Brokers fighting for fairer insurance payouts
Friday, 18 January 2013 00:00
Brokers fighting for fairer insurance payout
New research has revealed that insurers are becoming stricter on paying claims in the economic downturn. In the research from the British Insurance Brokers’ Association (BIBA), 90% of insurance brokers believe that insurers are becoming stricter on paying claims, mainly because of the economic climate and fraud.
Nearly two thirds of brokers said that they have had to fight harder to get claims paid and nearly three quarters of brokers have overturned a claim rejection by an insurer in the last year.
Nearly 70% have secured an increased claim payment for a client, with 43% of brokers saying that the average percentage uplift on claims that they regularly negotiate on behalf of clients is between 11% and 20%.
Eric Galbraith, BIBA Chief Executive, said: “The economic climate has led to stricter policy interpretation and anti-fraud systems by insurers meaning that customers are having claims reviewed in more detail. The research demonstrates the importance of having a broker to fight your corner and represent you at claim time.”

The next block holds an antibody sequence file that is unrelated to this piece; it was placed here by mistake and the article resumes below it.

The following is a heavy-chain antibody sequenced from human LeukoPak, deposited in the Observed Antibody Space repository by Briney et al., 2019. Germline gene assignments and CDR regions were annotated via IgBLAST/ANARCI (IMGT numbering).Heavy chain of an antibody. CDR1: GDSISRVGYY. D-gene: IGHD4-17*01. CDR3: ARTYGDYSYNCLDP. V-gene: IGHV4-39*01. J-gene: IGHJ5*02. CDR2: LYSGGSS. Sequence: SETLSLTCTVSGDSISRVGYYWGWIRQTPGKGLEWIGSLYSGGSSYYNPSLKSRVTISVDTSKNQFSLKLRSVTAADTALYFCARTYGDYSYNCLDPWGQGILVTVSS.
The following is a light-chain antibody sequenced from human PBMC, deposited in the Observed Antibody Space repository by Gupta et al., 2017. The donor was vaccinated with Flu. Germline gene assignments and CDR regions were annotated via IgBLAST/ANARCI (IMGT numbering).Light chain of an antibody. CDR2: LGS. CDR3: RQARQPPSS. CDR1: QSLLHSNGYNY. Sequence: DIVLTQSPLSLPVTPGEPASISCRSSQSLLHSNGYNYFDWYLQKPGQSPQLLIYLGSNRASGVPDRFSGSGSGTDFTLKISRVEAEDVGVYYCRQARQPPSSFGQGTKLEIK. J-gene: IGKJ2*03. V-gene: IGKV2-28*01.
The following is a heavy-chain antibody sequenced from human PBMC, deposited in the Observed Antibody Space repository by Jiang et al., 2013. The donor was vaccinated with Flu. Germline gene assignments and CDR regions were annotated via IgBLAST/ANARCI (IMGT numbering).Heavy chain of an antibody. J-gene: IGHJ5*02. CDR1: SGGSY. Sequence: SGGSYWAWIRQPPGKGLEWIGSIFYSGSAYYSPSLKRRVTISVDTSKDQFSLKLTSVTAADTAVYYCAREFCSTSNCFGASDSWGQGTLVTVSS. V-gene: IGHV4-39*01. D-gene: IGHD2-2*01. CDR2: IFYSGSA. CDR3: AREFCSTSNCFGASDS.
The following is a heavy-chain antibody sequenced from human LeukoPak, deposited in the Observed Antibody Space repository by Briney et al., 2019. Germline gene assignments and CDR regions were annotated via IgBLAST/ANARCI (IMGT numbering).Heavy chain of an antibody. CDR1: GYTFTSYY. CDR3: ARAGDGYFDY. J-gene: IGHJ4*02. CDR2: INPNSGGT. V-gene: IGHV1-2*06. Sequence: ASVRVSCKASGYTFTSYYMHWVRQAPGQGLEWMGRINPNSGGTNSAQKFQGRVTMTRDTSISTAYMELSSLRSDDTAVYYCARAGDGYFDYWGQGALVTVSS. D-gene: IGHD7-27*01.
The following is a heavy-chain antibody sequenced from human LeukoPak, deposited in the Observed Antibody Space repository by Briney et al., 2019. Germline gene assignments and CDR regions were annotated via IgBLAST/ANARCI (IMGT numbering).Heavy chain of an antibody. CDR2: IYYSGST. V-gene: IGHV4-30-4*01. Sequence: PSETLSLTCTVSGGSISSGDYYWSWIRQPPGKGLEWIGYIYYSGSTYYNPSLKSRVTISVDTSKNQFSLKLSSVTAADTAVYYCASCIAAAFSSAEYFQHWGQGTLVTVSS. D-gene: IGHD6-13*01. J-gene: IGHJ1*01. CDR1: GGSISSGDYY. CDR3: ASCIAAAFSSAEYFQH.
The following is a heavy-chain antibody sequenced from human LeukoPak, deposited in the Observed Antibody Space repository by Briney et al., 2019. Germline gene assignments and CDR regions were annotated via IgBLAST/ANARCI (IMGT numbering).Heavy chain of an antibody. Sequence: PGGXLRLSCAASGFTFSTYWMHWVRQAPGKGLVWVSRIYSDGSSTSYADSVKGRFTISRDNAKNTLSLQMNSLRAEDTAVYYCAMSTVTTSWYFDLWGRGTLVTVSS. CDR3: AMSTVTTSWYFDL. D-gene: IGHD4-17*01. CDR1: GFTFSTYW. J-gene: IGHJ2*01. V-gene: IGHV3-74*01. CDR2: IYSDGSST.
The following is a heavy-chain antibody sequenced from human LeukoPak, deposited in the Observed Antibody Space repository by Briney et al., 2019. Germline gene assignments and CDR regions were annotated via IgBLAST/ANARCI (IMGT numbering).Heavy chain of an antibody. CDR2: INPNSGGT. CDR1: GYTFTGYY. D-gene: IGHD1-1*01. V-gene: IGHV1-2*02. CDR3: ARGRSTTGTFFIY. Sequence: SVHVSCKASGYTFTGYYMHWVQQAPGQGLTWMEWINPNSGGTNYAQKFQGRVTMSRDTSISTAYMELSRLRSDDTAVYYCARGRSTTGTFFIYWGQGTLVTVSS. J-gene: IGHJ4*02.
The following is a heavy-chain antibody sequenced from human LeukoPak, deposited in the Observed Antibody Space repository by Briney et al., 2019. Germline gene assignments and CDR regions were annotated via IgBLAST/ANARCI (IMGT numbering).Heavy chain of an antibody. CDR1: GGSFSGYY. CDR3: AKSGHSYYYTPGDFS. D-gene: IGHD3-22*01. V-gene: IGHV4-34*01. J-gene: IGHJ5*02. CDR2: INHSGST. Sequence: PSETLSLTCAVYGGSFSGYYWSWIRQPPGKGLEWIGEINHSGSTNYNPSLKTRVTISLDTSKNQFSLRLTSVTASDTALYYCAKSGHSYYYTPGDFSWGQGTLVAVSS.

Graeme Trudgill, BIBA’s Head of Corporate Affairs, added: “You only find out the value of your policy at claim time. Brokers not only support you in a claim but can help ensure that you purchase appropriate cover and make relevant disclosures to minimise the risk of claims being rejected.”
In the research, brokers highlighted examples of a claim worth £35,000 for a stolen car which was initially rejected but where the brokers’ knowledge and involvement ensured the claim was paid in full, and a commercial theft of stock claim where the claim payment increased by 40% following the broker’s involvement.
An armed forces family were posted overseas. Whilst abroad they put their belongings into storage. When they returned, their belongings had been damaged so they took steps to claim from the insurance policy of the storage company. The claim was unsuccessful due to policy wording interpretation from the insurers and the family was offered £4,000, although their belongings were worth significantly more.
The family made contact with the armed forces trade press who sought advice from insurance brokers. An insurance broker became involved and helped the family navigate the policy wording and evidence that their claim was valid. The broker’s involvement and input resulted in the claim being settled for £12,000.